Where else could have I been biking other than in the travel lane if there was no bike lane? How can not seeing someone ahead of you in your lane at 8 am absolve you from running into them? The attitude and behavior of the police officer confirmed that in his and the establishment's eyes I had no right to be there and had simply gotten in the way. 
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Another perspective to be considered in the effort to achieve safe cycling.

August 30, 2016

I bike a lot but am not what I call a "spandex cyclist." I wear street clothes, have two baskets on my bike, run errands, commute to work, etc. All around Somerville and Cambridge and into Boston. And I am grateful for your advocacy efforts in support of safe cycling.

That said, my on-the-road experience suggests that you're overlooking a key factor in the mix, which is the behavior of cyclists. Just yesterday, I observed in succession two acts by cyclists that could easily have resulted in serious accidents - both in or near  Inman Square of all places (thinking of Amanda, of course). These accidents would have been considered the fault of the drivers but, in fact, in both cases they would have been caused by erratic and unpredictable behavior of the cyclists. In one, a cyclist unexpectedly cut from the far right bike lane across four lanes of traffic to get to the sidewalk on the other side - it was in a spot just shy of an intersection, just as the light turned green and the cars were beginning to move. In the other case, a very fast moving cyclist came from my right as I moved along in the bike lane on Hampshire Ave (I'm not sure where he came from, to be honest) and as he approached a cross street, a car was already in its right turn onto that street but the cyclist zoomed through in front of the car, swerving to avoid it, which to me was further evidence of the car being well into the turn by this time.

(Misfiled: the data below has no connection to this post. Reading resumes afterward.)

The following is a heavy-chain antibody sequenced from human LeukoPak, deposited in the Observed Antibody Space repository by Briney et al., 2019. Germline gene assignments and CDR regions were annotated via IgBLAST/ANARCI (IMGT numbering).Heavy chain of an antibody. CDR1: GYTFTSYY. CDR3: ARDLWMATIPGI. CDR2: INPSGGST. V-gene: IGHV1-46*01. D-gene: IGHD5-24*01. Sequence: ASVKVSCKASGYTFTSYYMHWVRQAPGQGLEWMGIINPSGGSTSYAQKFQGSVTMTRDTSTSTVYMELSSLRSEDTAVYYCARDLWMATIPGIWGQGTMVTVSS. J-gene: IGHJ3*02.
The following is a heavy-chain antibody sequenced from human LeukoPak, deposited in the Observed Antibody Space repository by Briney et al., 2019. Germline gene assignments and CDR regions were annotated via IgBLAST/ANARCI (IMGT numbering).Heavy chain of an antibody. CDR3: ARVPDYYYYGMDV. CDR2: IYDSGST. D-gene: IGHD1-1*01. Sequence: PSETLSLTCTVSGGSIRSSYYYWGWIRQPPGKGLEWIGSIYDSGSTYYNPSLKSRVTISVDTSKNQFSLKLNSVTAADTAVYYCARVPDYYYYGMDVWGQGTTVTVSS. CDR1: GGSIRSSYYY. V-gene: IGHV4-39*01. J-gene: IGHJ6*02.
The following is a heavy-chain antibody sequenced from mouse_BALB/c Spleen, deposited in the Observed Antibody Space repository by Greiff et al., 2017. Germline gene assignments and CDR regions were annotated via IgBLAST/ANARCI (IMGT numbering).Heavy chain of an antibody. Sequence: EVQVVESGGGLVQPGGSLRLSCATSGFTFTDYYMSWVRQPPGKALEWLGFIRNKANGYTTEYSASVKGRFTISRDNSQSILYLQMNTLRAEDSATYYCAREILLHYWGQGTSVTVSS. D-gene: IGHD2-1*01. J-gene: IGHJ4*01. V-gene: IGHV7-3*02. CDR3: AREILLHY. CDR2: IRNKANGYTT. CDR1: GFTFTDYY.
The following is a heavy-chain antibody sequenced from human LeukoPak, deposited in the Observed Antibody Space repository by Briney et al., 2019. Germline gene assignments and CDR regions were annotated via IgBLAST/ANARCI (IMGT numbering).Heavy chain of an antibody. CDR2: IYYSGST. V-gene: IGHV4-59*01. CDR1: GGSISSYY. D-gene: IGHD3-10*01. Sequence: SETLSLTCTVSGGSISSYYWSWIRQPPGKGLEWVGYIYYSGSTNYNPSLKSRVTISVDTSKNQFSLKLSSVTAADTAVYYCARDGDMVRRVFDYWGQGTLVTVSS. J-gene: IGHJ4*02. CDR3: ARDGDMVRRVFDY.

On top of this, just a few hours later, I saw yet another cyclist riding on a busy sidewalk just outside of Davis Square. 

None of these incidents are rare occurrences. I see this sort of thing all the time, as I'm sure the rest of you do, as well.

And all of these incidents are happening in places where city officials and advocates are working hard to improve bike infrastructure, and yet these folks are flaunting those efforts to the detriment of the larger cause. It's maddening, to be honest, and something I think must be addressed for us to make the kind of progress we so dearly need regarding safe cycling.

Thank you.

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Camp to Teach People With Disabilities How to Bike

August 01, 2016

Hi there! I'm a biker and high school student in Cambridge and a friend and I are organizing a camp to teach people with disabilities how to ride bikes. We are looking for volunteer spotters to help out. It's a great experience and you can sign up here. Please share with your networks and friends!

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Overcoming Ignorance And Fear

June 30, 2016

This is my story: .

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Jo-Anne's story

June 30, 2016

August 23, 2011, started out like any other beautiful summer day - I rode my bike to work. After an acupuncture appointment in Copley Square, I started to ride home. As always, I was wearing a brightly colored bike jersey and had both my front and rear blinky lights flashing, even though the sun was still shining high in the sky. I was aware of a car behind me as I descended the hill on Corey Street toward VFW Parkway in West Roxbury, but since I knew I had the green light to cross the intersection, and since there was a hill to climb on the other side, I took advantage of the downhill to gain some speed. The car was behind me for about 1/2 mile, overtook me as we crossed VFW Parkway, then started to slow and turn right into the driveway to the gas station just after the intersection. I was going quickly and was beside the car's right rear quarter panel when it started to turn right. There was nowhere to go so I started to also turn right to try to mitigate the full effect of the impact. I was right hooked, flew off my bike, into the air and hit the front hood of the car before making contact with the sidewalk. I don't remember anything between hitting the car hood and lying on my back, surrounded by many people, including one holding my head steady in his hands. I was shivering, despite the 80 degree temperature so someone else brought a blanket. Then the pain hit - I thought I had broken every bone in both arms. The pain was worse than childbirth!